What you can do: Read Do You Eat Frogs - then get a plan.

#4 Know that a ‘pound of pluck is worth a tonne of luck.’

Albert Einstein is reported to have said something about how insanity is continuing to do something that isn’t working. It’s important then, when things aren’t working, to switch things around and try something new.

Fear of failure or rejection stops many folks in their tracks when it comes to actively seeking out meetings with new people or trying out new job search strategies, but having a bit of nerve and being open to taking a punt from time to time will pay dividends.

What you can do: In any situation where you’re feeling a distinct lack of courage, asking yourself the following four questions can help spur you on into action:

  • What is the worst thing that could happen here?
  • What is the best possible outcome here?
  • Is the worst thing that could happen going to be any worse than remaining unemployed for another 12 months?

#5 Build and maintain a strong a network of luck….

Lucky people tend to build and maintain a strong ‘networks of luck’ as Professor Wiseman terms it. In basic terms, they have large social networks, are known as connectors, and keep in touch with people. Applied to a job-hunt, this means getting out and about developing effective job-search strategies; reaching out to and keeping in touch with people who might want to employ you; following up on new contacts or job leads; putting that extra bit of thought into creating a CV that people will notice – then getting it (and preferably you) in front of them…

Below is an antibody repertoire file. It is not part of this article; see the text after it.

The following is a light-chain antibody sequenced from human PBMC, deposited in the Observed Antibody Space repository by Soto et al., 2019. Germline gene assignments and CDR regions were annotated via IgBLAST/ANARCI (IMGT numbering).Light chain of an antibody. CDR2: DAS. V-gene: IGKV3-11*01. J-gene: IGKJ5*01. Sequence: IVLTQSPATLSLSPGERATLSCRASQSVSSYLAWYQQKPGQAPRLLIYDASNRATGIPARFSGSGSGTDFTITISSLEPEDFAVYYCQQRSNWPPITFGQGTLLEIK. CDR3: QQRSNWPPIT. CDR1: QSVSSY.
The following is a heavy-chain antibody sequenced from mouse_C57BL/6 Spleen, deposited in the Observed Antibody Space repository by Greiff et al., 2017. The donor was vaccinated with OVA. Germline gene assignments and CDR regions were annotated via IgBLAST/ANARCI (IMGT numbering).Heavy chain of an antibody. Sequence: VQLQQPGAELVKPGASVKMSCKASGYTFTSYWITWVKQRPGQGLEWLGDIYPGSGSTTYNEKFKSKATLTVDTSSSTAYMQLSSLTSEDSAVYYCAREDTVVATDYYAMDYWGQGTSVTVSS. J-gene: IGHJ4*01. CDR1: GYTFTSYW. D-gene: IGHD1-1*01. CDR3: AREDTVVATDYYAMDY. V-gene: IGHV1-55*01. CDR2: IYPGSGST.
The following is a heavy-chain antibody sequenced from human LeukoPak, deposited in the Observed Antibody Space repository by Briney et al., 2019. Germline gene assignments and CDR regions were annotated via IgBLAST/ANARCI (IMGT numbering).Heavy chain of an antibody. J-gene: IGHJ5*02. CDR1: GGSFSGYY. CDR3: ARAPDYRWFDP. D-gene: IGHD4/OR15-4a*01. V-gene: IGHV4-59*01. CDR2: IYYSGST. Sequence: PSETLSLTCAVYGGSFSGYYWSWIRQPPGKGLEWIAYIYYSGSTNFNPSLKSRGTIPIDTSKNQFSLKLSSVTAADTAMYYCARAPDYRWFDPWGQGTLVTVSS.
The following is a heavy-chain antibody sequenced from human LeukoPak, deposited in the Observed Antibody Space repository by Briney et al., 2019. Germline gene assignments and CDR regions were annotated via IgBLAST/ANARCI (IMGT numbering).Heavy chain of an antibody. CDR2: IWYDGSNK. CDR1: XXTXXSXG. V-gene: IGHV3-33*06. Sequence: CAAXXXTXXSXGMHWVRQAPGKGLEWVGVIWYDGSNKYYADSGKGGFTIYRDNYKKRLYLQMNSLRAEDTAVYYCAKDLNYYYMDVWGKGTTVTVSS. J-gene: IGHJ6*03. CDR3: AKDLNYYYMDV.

What you can do: If you find yourself spending long hours each day firing generic CVs off into the ether or filling out impersonal application forms destined to be filtered out of the process by a machine in a totally arbitrary fashion – and without your CV ever reaching the attention of a human being – STOP! Get away from the computer, look out all your current contacts and take the time to find and engage with new ones – be it through work, voluntary work, social activities or existing contacts…

#5 Move on and upwards when success eludes them.

According to Professor Wiseman, luck follows folk who react to life’s set backs in the follow ways:

  • always look for the positives in ‘bad’ situations
  • take time to consider how their experiences could have been worse
  • think about how their situation could compare more favourably than that of others
  • work out how to do things differently to reach a more favourable outcome in future

What you can do: Find out about and the significance of ‘explanatory style’ in this blog by Richard, consider what yours looks like, whether the way you reflect on set backs is helping or harming your job hunt – and if so, what you can do to modify it…

#7 Relax enough to see other opportunities…

For most people, clear thinking and the ability to spot opportunities and solutions to problems come more easily when not consumed by stress and anxiety.

What you can do: Find out how a workout can help you find work - then clear off outside to clear your head with fresh air and exercise.

What do you think?

If you’re open to sharing your experiences and thoughts, or want to share what you’ve learnt with other job-hunters, why not get in touch or post your thoughts in the comments box below?